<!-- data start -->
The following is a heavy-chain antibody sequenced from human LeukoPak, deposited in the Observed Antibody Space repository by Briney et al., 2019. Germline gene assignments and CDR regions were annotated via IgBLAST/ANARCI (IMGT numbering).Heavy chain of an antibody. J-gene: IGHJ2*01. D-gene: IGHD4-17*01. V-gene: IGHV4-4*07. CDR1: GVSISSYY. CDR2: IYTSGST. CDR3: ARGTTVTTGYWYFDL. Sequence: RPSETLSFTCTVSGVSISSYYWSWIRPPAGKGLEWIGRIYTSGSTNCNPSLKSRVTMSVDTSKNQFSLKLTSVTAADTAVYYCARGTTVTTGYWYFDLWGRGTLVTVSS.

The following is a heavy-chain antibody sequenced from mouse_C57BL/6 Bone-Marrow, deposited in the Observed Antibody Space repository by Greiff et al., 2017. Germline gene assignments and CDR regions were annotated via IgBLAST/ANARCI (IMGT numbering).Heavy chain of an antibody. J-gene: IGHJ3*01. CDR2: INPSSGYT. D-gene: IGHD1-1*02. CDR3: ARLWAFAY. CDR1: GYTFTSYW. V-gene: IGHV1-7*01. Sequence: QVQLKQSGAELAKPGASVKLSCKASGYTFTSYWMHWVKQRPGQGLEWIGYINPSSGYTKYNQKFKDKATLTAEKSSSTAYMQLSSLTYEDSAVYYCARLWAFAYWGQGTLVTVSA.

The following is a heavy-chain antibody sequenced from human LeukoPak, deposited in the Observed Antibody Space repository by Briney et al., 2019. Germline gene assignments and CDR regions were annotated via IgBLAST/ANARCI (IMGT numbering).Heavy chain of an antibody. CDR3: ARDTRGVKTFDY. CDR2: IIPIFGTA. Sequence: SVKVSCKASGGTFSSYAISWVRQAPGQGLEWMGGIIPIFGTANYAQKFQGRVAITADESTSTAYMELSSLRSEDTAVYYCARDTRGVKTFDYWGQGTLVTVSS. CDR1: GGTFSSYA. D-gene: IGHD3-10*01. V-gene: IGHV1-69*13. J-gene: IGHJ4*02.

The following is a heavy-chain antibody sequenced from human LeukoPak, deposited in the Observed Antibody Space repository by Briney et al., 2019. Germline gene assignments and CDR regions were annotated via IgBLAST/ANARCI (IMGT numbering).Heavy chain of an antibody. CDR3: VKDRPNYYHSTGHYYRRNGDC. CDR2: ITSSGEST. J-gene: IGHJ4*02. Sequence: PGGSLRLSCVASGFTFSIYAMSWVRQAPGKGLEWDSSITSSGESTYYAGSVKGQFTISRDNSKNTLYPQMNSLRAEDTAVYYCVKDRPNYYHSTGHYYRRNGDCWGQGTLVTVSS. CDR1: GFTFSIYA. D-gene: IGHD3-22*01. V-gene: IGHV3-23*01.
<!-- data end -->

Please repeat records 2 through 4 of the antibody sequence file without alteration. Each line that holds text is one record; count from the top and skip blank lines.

The following is a heavy-chain antibody sequenced from mouse_C57BL/6 Bone-Marrow, deposited in the Observed Antibody Space repository by Greiff et al., 2017. Germline gene assignments and CDR regions were annotated via IgBLAST/ANARCI (IMGT numbering).Heavy chain of an antibody. J-gene: IGHJ3*01. CDR2: INPSSGYT. D-gene: IGHD1-1*02. CDR3: ARLWAFAY. CDR1: GYTFTSYW. V-gene: IGHV1-7*01. Sequence: QVQLKQSGAELAKPGASVKLSCKASGYTFTSYWMHWVKQRPGQGLEWIGYINPSSGYTKYNQKFKDKATLTAEKSSSTAYMQLSSLTYEDSAVYYCARLWAFAYWGQGTLVTVSA.

The following is a heavy-chain antibody sequenced from human LeukoPak, deposited in the Observed Antibody Space repository by Briney et al., 2019. Germline gene assignments and CDR regions were annotated via IgBLAST/ANARCI (IMGT numbering).Heavy chain of an antibody. CDR3: ARDTRGVKTFDY. CDR2: IIPIFGTA. Sequence: SVKVSCKASGGTFSSYAISWVRQAPGQGLEWMGGIIPIFGTANYAQKFQGRVAITADESTSTAYMELSSLRSEDTAVYYCARDTRGVKTFDYWGQGTLVTVSS. CDR1: GGTFSSYA. D-gene: IGHD3-10*01. V-gene: IGHV1-69*13. J-gene: IGHJ4*02.

The following is a heavy-chain antibody sequenced from human LeukoPak, deposited in the Observed Antibody Space repository by Briney et al., 2019. Germline gene assignments and CDR regions were annotated via IgBLAST/ANARCI (IMGT numbering).Heavy chain of an antibody. CDR3: VKDRPNYYHSTGHYYRRNGDC. CDR2: ITSSGEST. J-gene: IGHJ4*02. Sequence: PGGSLRLSCVASGFTFSIYAMSWVRQAPGKGLEWDSSITSSGESTYYAGSVKGQFTISRDNSKNTLYPQMNSLRAEDTAVYYCVKDRPNYYHSTGHYYRRNGDCWGQGTLVTVSS. CDR1: GFTFSIYA. D-gene: IGHD3-22*01. V-gene: IGHV3-23*01.